A Moving Experience

By Mark

I hope everyone had a happy Easter.

Sometimes we take the basics for granted and need to take a step back in order to get our bearings.   Lightroom is intended to allow photographers to spend more time working with our pictures and less time trying to manage the computer storing them.   Often people who learned on other systems where they had to manage remembering where all the pictures are stored can be frustrated when they can’t find their images.  Here are a few reminders that LR has plenty of tools to help.  Let’s start with a few pointers.  It really doesn’t matter where your images are physically stored to LR. You can have images scattered across multiple external drives or CDs or other media.  LR is a database which tracks a pointer to the actual file, but what you see on your screen is a very small smart preview of your picture.  All of the editing details and the metadata are part of that database.  This is part of what makes it so fast; you aren’t actually doing anything to your image until you export it.  Everything else is pure math.   For convenience sake though we STRONGLY recommend that you keep all your images in a single folder. 

Let’s take a half step back first and look at some fundamentals of Navigation in LR.

The left side of the Library screen gives you your major organizational functions.

·       Navigator shows only the current selected image

·       Catalog shows the summary information for the current catalog as well as some of the most common tools such as Quick Collection and Previous Import

·       Folders display the physical locations for the images in your catalog

·       Collections represent your own choice for logical groupings of images in your catalog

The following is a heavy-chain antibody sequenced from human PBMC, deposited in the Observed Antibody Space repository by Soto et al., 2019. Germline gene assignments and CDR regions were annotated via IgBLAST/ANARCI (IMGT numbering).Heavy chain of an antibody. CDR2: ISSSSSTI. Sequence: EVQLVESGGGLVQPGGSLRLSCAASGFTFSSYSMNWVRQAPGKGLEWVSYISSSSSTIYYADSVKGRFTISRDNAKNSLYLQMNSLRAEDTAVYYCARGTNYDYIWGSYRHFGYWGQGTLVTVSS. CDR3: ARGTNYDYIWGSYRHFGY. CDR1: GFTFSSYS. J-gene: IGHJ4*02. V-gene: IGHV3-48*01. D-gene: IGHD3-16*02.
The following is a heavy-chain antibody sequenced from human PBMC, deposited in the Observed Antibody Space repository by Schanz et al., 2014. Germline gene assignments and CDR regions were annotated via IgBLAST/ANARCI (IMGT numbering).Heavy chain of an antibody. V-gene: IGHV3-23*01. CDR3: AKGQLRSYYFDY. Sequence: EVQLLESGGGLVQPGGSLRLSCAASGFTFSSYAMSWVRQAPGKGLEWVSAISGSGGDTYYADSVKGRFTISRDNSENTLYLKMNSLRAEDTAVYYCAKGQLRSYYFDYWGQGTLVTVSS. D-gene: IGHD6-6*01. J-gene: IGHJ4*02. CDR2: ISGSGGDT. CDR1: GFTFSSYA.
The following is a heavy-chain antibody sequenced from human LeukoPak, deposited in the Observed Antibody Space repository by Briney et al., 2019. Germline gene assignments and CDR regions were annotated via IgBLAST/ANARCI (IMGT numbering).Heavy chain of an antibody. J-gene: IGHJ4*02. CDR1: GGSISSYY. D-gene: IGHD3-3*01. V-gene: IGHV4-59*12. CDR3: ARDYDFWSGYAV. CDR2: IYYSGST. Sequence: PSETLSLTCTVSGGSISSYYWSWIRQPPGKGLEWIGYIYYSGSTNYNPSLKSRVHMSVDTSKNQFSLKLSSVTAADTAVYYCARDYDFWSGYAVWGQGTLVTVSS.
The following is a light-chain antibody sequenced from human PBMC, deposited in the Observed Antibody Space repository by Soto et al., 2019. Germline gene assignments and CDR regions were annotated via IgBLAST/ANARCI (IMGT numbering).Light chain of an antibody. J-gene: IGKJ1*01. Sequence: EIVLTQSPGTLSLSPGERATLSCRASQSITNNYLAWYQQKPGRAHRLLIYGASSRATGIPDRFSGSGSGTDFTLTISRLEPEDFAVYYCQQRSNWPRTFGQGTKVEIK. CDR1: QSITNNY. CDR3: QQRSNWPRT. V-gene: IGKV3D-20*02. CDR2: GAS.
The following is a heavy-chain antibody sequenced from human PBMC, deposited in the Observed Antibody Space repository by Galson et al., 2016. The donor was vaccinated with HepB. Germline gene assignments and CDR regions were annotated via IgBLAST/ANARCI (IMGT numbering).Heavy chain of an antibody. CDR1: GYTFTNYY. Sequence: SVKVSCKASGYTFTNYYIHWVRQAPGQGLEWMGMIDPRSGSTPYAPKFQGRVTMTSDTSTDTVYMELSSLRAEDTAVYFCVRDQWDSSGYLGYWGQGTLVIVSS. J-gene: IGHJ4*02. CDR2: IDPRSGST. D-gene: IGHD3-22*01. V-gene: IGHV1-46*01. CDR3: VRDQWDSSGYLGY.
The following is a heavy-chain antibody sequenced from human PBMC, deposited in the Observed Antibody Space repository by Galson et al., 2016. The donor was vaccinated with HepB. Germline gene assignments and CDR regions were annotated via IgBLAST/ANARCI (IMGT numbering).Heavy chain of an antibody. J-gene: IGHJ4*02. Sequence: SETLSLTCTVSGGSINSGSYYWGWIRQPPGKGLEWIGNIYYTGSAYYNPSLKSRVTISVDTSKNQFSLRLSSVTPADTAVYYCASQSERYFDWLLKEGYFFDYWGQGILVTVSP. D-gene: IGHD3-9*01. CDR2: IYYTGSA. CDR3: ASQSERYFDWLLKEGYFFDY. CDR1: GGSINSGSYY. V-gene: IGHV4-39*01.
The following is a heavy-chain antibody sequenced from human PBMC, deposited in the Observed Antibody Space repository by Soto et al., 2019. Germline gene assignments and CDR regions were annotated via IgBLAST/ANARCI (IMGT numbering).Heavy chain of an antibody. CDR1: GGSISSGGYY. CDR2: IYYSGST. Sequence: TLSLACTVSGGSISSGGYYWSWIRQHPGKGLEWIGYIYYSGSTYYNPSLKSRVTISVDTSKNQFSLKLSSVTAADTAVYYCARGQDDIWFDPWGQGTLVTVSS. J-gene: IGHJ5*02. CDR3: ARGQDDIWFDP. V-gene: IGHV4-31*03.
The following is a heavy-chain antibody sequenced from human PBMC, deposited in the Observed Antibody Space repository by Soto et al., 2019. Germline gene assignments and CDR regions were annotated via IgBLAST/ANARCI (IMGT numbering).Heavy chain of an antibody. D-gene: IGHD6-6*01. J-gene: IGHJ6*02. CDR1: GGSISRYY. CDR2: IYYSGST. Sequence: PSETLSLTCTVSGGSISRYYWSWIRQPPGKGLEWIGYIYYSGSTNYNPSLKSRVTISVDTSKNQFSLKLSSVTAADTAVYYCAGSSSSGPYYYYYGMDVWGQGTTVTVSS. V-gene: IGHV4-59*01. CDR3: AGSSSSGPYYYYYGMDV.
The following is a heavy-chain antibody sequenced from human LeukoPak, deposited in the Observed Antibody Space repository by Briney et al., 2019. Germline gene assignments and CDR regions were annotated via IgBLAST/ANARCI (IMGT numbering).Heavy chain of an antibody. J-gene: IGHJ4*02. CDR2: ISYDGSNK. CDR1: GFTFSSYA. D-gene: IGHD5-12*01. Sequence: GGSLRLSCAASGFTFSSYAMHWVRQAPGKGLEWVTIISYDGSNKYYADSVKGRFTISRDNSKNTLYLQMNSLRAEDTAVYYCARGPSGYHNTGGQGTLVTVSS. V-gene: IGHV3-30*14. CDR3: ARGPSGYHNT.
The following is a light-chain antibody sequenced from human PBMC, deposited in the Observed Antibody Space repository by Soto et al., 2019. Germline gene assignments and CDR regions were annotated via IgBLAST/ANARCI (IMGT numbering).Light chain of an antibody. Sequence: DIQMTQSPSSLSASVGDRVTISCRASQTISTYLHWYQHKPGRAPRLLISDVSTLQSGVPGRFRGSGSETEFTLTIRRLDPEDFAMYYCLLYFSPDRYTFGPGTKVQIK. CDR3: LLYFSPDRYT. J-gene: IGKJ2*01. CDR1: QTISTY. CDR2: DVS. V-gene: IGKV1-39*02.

Publish Services are predefined methods for sharing your images onto common Social Media platforms.

We are going to focus on the Folders Panel.    I keep my Pictures in a cleverly titled top level folder called Marks Lightroom Photographs.  

Below that level they are grouped by Decade, as I have a lot of old family photos and am the archivist for the entire extended family.  Within each decade I set up a new folder every year and then adjust my import preset to automatically add each download to a new folder.  For the record there is no requirement to do this.  LR tracks the data from the cameras and it knows when the images were shot.  This is just how I like to see them.

Occasionally folders will wind up temporarily in my C: drive.  It is a solid state drive and relatively small, so I try not to have any files or documents beyond the OS and program files stored there.  It slows down the drive.  Now if I were to go out to Windows and move them, then LR would lose track of them and I would have to re-link the files.  Fortunately that is not necessary.

All you need to do is drag those folders to the location you want inside LR.  It moves them and doesn’t lose them.

For this blog I moved two folders-03-31 and 04-05 onto my C: drive.  I just dragged them into my 2015 folder and problem solved.

Another common question is how to find where a picture is located when you are looking at it.  Pretty simple, just right click on the image itself and this menu will open up.